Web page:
Cinsault our unsung hero
This post is a homage to an unsung hero; Cinsaut. Or Cinsault, depending on where you are in the World and how you choose to spell it.
The definitive guide to all things grape related is the wonderful, though rather long, Wine Grapes by Jancis Robinson and friends. It’s a thumping tome and costs close on £100. Here is what it says about Cinsaut:
Also spelled as Cinsaut. Widely planted throughout southern France and Corsica (where it is now being ripped out at a great rate). With its lighter skins and soft perfume it is particularly suitable for rosés and fruity, early-drinking reds, although low yields are needed to eke out much flavour. It has the advantage over Grenache of being easy to pick by machine. Cinsault is used to add perfume and fruit to wines such as Minervois and Corbières. The variety withstands drought well and has been important in North Africa, Lebanon, Israel and South Africa where it is most famous as a parent of Pinotage.
Talk about damned by faint praise! What a chilly description for such a delightful grape; very unkind in my opinion.
The thing is that all of the things that Jancis says about the grape are true; it does produce light, perfumed, fruity wines that can be drunk young when they are bursting with life and energy. I see that as a benefit, though rather than something to be dismissed. For sure Cinsaut is not Cabernet Sauvignon, which is to be taken, oh so seriously, carefully aged and coddled in oak. No, Cinsaut is unashamedly youthful and fun and therefore perhaps something we are all more likely to actually enjoy drinking?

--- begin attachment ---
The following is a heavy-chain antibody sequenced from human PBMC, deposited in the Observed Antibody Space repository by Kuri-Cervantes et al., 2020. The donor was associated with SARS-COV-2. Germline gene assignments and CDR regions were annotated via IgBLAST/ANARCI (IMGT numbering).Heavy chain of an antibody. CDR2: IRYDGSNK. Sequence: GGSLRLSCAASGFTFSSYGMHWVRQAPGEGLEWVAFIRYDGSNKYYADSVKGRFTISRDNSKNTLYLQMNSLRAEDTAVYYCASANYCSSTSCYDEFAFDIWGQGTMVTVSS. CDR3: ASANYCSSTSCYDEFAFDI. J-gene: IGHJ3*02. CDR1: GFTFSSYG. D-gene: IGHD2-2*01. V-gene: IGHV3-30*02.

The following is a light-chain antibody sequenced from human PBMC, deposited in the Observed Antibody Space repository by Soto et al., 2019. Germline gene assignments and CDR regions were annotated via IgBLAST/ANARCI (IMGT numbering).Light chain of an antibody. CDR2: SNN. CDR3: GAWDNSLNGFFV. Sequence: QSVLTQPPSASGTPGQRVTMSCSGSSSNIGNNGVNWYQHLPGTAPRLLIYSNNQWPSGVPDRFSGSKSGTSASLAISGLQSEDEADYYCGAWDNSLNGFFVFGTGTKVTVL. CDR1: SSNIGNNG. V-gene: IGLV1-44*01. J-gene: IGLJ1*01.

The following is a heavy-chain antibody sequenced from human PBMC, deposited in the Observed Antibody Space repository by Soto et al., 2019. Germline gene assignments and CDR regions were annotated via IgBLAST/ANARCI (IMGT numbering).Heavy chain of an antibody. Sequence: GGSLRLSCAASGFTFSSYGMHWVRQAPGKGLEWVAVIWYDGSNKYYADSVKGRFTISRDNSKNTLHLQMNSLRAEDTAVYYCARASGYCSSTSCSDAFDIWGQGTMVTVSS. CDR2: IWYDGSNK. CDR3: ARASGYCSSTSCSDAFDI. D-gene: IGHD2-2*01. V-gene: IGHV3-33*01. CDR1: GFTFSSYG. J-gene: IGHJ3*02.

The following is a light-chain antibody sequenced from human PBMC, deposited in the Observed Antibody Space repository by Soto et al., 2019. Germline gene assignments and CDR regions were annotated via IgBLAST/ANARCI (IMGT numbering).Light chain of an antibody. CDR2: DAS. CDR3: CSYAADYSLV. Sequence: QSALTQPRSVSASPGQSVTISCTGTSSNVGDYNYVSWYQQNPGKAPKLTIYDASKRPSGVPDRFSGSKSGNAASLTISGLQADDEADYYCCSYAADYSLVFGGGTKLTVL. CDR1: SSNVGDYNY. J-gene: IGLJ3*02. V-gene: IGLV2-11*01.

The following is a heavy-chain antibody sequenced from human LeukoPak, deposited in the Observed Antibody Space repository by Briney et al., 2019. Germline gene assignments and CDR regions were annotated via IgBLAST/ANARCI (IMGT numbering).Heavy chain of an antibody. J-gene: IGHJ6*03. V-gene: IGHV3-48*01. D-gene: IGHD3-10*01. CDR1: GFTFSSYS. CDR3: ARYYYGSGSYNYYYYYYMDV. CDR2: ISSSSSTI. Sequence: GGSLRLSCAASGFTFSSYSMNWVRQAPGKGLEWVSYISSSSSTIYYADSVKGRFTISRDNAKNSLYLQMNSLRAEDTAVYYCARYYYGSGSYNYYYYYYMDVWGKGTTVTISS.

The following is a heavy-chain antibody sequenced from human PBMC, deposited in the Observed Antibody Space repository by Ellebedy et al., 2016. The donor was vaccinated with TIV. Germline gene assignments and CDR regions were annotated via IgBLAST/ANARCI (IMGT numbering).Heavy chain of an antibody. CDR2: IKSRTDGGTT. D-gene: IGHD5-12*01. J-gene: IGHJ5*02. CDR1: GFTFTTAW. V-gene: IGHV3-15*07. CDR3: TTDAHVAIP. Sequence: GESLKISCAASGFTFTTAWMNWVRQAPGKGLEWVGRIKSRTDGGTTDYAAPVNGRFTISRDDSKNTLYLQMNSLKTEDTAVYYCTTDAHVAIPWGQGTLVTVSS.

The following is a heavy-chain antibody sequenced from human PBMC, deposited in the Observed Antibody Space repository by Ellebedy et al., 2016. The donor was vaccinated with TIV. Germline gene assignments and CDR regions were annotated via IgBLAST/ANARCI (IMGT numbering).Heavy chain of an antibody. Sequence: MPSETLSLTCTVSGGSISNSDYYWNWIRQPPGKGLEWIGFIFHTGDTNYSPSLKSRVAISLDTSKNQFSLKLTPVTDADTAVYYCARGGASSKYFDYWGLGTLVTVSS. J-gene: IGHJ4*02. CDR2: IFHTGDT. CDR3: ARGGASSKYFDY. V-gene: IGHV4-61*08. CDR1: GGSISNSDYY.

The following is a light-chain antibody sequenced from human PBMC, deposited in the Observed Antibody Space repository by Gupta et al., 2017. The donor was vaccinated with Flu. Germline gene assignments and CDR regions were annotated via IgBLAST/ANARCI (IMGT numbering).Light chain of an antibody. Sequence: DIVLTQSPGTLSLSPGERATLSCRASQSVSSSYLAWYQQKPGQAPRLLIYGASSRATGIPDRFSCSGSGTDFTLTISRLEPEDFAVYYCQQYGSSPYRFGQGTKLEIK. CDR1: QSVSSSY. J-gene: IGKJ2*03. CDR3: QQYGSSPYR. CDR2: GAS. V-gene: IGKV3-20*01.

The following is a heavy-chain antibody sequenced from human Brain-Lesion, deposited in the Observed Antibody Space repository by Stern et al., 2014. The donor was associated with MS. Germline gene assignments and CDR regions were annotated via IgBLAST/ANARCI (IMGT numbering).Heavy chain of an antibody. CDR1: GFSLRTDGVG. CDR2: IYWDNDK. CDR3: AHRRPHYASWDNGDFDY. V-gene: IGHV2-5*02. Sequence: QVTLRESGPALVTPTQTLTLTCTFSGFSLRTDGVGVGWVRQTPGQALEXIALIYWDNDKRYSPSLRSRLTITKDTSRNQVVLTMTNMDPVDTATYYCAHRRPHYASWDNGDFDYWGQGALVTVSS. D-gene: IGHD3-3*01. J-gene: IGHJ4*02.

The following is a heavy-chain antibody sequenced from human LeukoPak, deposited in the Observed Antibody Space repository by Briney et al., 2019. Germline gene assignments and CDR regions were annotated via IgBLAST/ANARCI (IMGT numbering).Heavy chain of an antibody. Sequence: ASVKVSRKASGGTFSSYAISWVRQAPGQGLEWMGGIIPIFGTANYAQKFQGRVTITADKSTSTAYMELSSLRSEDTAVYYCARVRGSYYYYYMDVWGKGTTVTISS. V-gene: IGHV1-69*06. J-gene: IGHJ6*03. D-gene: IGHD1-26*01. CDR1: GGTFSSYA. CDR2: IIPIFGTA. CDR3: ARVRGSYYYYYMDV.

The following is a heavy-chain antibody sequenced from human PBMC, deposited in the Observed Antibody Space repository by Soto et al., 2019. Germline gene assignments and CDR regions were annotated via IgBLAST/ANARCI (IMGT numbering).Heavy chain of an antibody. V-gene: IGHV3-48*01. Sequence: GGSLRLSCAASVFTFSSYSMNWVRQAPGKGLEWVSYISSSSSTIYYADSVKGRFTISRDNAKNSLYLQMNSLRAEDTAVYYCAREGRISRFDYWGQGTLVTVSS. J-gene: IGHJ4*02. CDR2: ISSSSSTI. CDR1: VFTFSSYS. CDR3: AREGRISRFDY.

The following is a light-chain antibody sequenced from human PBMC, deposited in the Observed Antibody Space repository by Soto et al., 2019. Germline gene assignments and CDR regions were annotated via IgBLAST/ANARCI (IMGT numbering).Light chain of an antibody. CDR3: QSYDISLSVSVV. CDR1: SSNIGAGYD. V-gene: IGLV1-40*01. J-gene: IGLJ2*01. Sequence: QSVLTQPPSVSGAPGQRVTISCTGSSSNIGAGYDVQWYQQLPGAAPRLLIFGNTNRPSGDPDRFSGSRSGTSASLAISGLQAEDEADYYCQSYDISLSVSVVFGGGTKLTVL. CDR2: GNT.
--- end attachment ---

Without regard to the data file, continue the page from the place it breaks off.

Let’s take the lovely Selon Letang Cinsault. The winemaker for this is Monsieur Letang, hence the name means Letang style. And what a cracking style it is. He describes it, on the label as “croquant” meaning crunchy, and that is the perfect description for the texture of the fruit. Deliciously light, fruity and lively. It isn't overly complex, heavy or layered, it is just incredibly juicy and delicious.
Another lovely interpretation is from Domaine des Tourelles in Lebanon. The climate here is considered warm to say the least, so this is very much the weightier end of what Cinsaut will do but it is still pure and clean. There is cherry fruit, plum and some some lovely spicy notes. It spends 6 months in oak to soften the tannins and this adds an extra layer of complexity.
As Jancis notes, much of France’s Cinsault goes into rose. We stock the Domaine Gairoird from Provence. This is unusual in that it is organic, from an area where this is still sadly quite rare. The wine is, of course, suitably pale in colour but with lovely perfume and a classic rasp of crisp, fruity tension. There is a lot of flavour here and excellent length. That crunchy style of fruit showing through again.
As well as France and Lebanon, there seems to be a growing acknowledgement in South Africa that Cinsaut is something worth seeking out. In our mini collection you will find the lovely Whole Bunch Rose from Waterkloof, pale, crisp, savoury and incredible value. Also the very pretty Mantlepiece Cinsaut from Wildeberg which is somewhere between France and Lebanon in weight, still vibrantly fresh and juicy in a plummy, spicy, damson way.